Farming With Horses

by Wendell Berry

A team of horses, living olf the hay and grain it helps to produce, is an embodiment of the life of the farm—which, under good care, is perpetually self-renewing. A team is therefore not only a much cheaper source of power than a tractor, but it is also a source that in the long run will be much more dependable. And whereas thv. wastes from a tractor's engine only pollute the air, a horse's bodily wastes will enrich the ground from which he feeds, thus significantly reducing the farmer's dependence on the fertilizer companies.

And horses, unlike tractors, can reproduce themselves. Many small farmers will find it possible to raise a pair of colts a year from a team of work mares. If the quality of the colts is good, and if the horse market stays favorable, the work team may earn considerably more than its feed bill, and thus provide the farmer with a year of free labor, plus some profit.

In the work itself, horses have certain advantages over tractors. They can be used safely on steep ground, where a tractor would be either dangerous or useless. A horse farmer can get into his fields

On the decline: as power equipment like this one-row corn harvester took hold, the significance of the draft horse began to fade. American Society of Agricultural Engineers

On the decline: as power equipment like this one-row corn harvester took hold, the significance of the draft horse began to fade. American Society of Agricultural Engineers more quickly after rain than can a tractor farmer. And horses do not pack the ground as much as tractors. It is generally acknowledged among the tobacco growers in my area of Kentucky that the work of horse-drawn cultivating plows has never been equalled by any tractor.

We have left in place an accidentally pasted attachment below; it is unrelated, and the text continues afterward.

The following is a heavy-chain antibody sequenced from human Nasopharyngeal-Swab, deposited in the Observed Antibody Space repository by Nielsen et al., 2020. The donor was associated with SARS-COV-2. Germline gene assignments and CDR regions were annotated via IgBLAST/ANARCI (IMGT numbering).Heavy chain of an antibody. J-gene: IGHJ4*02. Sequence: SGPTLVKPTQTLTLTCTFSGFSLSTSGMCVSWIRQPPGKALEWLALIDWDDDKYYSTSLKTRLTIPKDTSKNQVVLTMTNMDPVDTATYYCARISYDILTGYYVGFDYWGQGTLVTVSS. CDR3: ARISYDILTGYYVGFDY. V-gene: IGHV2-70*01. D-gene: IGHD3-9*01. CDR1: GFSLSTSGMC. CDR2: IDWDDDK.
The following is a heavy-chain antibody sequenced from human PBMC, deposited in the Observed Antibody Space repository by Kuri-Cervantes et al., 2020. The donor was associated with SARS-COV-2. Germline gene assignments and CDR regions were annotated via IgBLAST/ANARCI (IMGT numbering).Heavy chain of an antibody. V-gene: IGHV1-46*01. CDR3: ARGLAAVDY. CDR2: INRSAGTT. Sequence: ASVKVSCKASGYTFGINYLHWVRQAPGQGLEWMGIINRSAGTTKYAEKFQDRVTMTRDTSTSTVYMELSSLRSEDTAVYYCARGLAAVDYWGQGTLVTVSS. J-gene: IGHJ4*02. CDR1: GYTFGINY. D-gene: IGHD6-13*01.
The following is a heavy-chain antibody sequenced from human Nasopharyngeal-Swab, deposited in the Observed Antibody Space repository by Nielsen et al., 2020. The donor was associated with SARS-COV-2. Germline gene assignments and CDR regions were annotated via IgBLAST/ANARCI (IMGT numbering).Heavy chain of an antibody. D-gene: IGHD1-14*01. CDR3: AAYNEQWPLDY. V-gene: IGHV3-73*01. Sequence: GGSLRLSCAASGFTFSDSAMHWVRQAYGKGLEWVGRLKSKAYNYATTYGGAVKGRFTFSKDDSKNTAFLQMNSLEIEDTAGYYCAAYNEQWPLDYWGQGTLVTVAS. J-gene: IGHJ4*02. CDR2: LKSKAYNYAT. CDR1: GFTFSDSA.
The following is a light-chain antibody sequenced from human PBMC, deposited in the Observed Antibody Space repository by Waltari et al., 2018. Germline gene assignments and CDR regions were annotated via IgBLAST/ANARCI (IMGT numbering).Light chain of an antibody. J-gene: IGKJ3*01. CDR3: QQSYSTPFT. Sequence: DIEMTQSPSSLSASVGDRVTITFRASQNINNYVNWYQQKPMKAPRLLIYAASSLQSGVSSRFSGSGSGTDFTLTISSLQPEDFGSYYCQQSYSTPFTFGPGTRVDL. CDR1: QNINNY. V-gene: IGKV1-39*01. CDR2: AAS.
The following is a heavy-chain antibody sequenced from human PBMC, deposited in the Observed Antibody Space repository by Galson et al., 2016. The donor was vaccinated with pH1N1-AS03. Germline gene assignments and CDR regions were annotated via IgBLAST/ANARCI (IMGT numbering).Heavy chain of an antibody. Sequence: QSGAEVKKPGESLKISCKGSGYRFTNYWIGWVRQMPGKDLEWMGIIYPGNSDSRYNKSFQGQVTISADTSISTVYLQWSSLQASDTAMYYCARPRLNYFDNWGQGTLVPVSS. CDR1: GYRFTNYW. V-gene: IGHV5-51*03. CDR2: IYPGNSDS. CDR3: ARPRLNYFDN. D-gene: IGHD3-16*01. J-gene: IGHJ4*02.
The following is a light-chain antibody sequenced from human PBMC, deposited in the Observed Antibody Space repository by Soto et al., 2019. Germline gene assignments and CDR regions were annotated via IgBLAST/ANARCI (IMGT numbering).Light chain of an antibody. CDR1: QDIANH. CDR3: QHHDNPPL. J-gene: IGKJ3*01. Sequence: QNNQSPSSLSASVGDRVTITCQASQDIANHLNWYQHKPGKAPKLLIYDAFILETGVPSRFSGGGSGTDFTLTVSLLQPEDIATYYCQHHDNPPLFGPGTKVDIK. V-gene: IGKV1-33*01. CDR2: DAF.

Beyond these practicalities, there is the satisfaction that one gets from working a good team. A tractor may be handy, always ready to use, untiring, enormously powerful; but it is not alive, and that is a great difference. To work all day with a wel--broke and willing team is a pleasure as well as a job: it is a cooperative venture, a sort of *'>cial event. And when the days work is finished, to stable the team and water and feed them well, or to turn them ot t onto good pasture, is a comfort and a fulfillment. Between ;t farmer and a team there exists a sort of fellow feeling that is impossible between a farmer and a tractor, and for me that rates as a considerable advantage.

Another thing I like about working w:*h horses is their quietness. When you work with a tractor you hear nothing but the tractor; it is a kind of isolation. With the engine roaring in your cars all day, you lose awareness of the other life that is going on around you. With horses, unless you are using some noisy implement like a mowing machine, you hear the wind blowing and the birds singing and all the rest of the stirrings and goings-on of the countryside.